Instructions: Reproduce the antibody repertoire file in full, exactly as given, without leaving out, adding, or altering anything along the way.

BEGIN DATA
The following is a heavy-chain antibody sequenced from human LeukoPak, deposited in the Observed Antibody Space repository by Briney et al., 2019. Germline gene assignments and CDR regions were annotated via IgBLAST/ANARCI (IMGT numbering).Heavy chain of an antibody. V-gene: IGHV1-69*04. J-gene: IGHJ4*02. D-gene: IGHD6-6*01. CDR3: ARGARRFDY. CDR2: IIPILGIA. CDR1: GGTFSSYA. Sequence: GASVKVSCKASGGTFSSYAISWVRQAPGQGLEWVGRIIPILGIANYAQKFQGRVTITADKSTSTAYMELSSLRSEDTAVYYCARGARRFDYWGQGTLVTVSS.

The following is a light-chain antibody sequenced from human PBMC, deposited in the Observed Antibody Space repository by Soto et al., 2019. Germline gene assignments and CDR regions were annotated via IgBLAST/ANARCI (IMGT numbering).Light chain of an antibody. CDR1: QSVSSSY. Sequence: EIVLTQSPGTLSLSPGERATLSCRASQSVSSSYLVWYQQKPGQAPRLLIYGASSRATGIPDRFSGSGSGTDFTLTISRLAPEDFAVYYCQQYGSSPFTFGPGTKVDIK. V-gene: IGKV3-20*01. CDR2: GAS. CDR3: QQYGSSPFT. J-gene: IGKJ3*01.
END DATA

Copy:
The following is a heavy-chain antibody sequenced from human LeukoPak, deposited in the Observed Antibody Space repository by Briney et al., 2019. Germline gene assignments and CDR regions were annotated via IgBLAST/ANARCI (IMGT numbering).Heavy chain of an antibody. V-gene: IGHV1-69*04. J-gene: IGHJ4*02. D-gene: IGHD6-6*01. CDR3: ARGARRFDY. CDR2: IIPILGIA. CDR1: GGTFSSYA. Sequence: GASVKVSCKASGGTFSSYAISWVRQAPGQGLEWVGRIIPILGIANYAQKFQGRVTITADKSTSTAYMELSSLRSEDTAVYYCARGARRFDYWGQGTLVTVSS.

The following is a light-chain antibody sequenced from human PBMC, deposited in the Observed Antibody Space repository by Soto et al., 2019. Germline gene assignments and CDR regions were annotated via IgBLAST/ANARCI (IMGT numbering).Light chain of an antibody. CDR1: QSVSSSY. Sequence: EIVLTQSPGTLSLSPGERATLSCRASQSVSSSYLVWYQQKPGQAPRLLIYGASSRATGIPDRFSGSGSGTDFTLTISRLAPEDFAVYYCQQYGSSPFTFGPGTKVDIK. V-gene: IGKV3-20*01. CDR2: GAS. CDR3: QQYGSSPFT. J-gene: IGKJ3*01.